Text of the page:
Written by Andy Lam
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Topics: Elections, GOP

Monday, 11 December 2006

image for GOP unveils new "You're Busy, Why Bother?" campaign
You're Busy - Why Bother?

WASHINGTON, DC - Still smarting from last month's midterm rebuke, the Republican National Committee has introduced a new campaign it hopes will suppress voter turnout in the future. Entitled, "You're Busy, Why Bother?," the multilingual program will highlight all of the important things people need to do besides vote.

Standing in front of a bright red, white and blue banner reading "¿Usted Está Ocupado, Por qué Incomodidad?," Ken Mehlman, the chairman of the Republican National Committee explained that the program will focus on voter education, employer relations and deliberate obfuscation. "We certainly learned an important lesson in November," said Mehlman, "the more people that vote the less seats we as Republicans are going to win. You know how the old saying goes, 'fool me once, shame on you; fool me twice, shame on me,' we're not going to let ourselves be fooled again in 2008 and this program will be a big part of our success."

Mehlman went on to describe the details of "You're Busy, Why Bother?." "It's going to kick off in early 2007 with voter outreach - both directly and through the media - to highlight all of the things people need to do that are more important than voting: seeking affordable health care for themselves and their children, trying to find jobs that will pay a living wage, doing all they can to keep their jobs if they have them, etc. We envision weekly newspaper columns that talk about the important non-voting things busy people need to do and perhaps voter checklists of 'dumb things I gotta do'.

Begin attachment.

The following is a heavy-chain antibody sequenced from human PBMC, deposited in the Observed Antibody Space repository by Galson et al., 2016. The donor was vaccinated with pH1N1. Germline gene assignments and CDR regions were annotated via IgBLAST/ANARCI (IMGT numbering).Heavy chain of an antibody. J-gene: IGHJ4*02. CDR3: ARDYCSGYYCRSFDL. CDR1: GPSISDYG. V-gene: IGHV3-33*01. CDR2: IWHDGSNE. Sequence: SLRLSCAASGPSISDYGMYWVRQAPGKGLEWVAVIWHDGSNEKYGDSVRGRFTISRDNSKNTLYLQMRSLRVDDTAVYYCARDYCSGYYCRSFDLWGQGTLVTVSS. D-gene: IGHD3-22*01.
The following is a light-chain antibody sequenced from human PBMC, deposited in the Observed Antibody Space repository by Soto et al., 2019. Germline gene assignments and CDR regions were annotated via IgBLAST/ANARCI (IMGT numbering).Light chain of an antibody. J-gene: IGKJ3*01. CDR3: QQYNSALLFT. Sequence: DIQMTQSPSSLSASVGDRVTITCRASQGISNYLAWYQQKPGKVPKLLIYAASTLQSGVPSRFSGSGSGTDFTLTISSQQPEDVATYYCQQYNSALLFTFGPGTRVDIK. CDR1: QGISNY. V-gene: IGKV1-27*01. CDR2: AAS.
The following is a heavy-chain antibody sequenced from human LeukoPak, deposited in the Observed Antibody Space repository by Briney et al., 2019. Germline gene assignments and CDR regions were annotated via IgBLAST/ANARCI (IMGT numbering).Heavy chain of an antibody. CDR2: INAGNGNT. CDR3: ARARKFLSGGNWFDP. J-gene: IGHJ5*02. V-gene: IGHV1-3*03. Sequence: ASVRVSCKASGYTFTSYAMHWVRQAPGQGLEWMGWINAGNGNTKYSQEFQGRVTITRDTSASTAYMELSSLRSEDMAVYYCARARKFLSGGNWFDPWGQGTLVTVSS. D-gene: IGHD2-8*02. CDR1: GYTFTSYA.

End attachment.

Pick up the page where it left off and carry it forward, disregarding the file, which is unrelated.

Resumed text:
"We're also going to start working with employers now to make the Tuesday after the first Monday in November a National 'Day of Employer Appreciation' that will require hourly employees to spend their entire day at their workplace doing the very best job they can," continued Mehlan. "The feedback we've received from some of America's biggest employers has been very positive."

Regarding obfuscation, Mehlman put a positive spin on the term. "Too many people think of obfuscation as a negative concept; but it all depends on your point of view. If we're able to confuse people about their responsibilities as voters - and how to fulfill those responsibilities - it could be a very positive thing for Republican candidates. At the end of the day, my job is to help elect Republicans and so I don't see any problem with limiting turn out."

While few details were provided, Mr. Mehlman did hint at improved multilingual voter outreach and education. "We've been testing Icelandic as the ideal language for reaching urban voters and have found that less than two percent of focus group participants even understood that the messages were intended for them - which is very promising news."

While plans originally existed seek comment from Democratic National Committee for this story, Mr. Mehlman asked that we not. "C'mon," he said, "you guys gave them a total pass last month; they're just going to whine and complain about this whole thing and you know it." His plea and tone were so pathetic that no opposing views were sought.

"Remember," he said at the conclusion of his remarks, "when it comes to voting - especially if you're a Democrat, 'You're Busy, Why Bother?'."

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